Royale Limousine Focuses on Innovation and Service

Neil Weiss, staff editor
Posted on March 1, 2003
Royale's recently expanded 50,000-square-foot facility is in Haverhill, Mass.

Royale's recently expanded 50,000-square-foot facility is in Haverhill, Mass.

Operators have received an important glimpse into the stability of the industry’s coachbuilders during the nation’s recent economic shakeout. The strongest companies-the ones that have exhibited the necessary slaying power to ride out the storm - focus on customer service before, during and after the sale. They also support their products with a strong warranty program and aggressively pursue innovations to continually improve their vehicles and build processes.

At Royale Limousine Manufacturers, building limousines and minibuses remains a work in progress, according to company president Cabot Smith. “We believe it is one of the main reasons we have continued to move for­ ward, even in this current economic climate,” he says.

“We never let ourselves become complacent,” he adds. “We continually underwrite our future by reinventing and reinvesting in our company and products.”

Stalling this spring, all Royale vehicles will have a new, electrical system that features touch-screen controls and allows owners and chauffeurs to reprogram any of the car’s amenities quickly and easily.

“The driver has total control from the front seal.” Smith explains. “The fast forward on the DVD player, the on/off switch on the TV, the heating and air conditioning, everything. It gives drivers full functionality over the rear of the vehicle, something they didn’t have previously.”

A model of efficiency, Royale’s recently expanded 50,000-square-foot plant in Haverhill, Mass., is built around a modular, U-shaped production line that makes the most of both computer-automated controls and experienced, skilled craftsmen. Quality control and efficiency are maintained both by cautious, expert eyes and a bar coding system that tracks production during every step of the build process.

This real-lime tracking system allows the company’s efficiency experts to re-examine sub-processes where bottlenecks appear, reducing the time it takes to produce a vehicle without sacrificing quality and craftsmanship.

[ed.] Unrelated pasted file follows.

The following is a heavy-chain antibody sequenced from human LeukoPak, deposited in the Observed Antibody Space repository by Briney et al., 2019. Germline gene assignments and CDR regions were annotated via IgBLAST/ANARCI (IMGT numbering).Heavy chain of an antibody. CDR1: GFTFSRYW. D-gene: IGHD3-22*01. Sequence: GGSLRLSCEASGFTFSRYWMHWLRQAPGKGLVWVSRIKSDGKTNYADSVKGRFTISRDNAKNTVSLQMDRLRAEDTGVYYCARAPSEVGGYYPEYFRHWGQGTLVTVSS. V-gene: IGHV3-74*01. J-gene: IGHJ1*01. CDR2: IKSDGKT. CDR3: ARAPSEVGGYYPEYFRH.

Customers use the system to follow the progress of their vehicles through the modification process via the company’s Web site.

“Our ability to build a quality product quickly and efficiently has always given us an edge,” Smith explains. "But our staff here at home and our representatives around the country have also contributed a huge amount to our success. Their honesty, integrity and general concern for our products and customers are absolutely vital to our survival in the current slate of the economy.”

Veterans of Lincoln’s QVM and Cadillac’s CMC programs, Royale builds Town Car and DeVille limousines, as well as Excursion limousines (now available in 140-inch stretches). The company’s popular Limobus line, which gives operators the ability to move larger groups comfortably, continues to grow and provided Royale a degree of stability when limousine sales plummeted immediately after 9/11.

While the quality of the finished product is what initially attracts customers, Steve Edelmann, Royale’s director of sales and marketing believes it is service support and the strength of his company’s warranty program that keeps them coming back.

“When you spend thousands of dollars each year to reach potential customers and maintain your existing client base, it only makes sense to back your products with a solid warranty program,” Edelmann notes, “Even the best-built limousines require adjustments at times. It’s the nature of the beast.

“The true test of a company is how determined it stands behind its products,” he adds. “Our new electrical system, for example, is backed by a lifetime warranty. We build it and we back it up. You don’t go through some third party vendor: it’s a Royale product.” 

Related Topics: Cabot Smith, Cadillac CMC, Cadillac DeVille, Lincoln QVM, Lincoln Town Car, Royale Limousine

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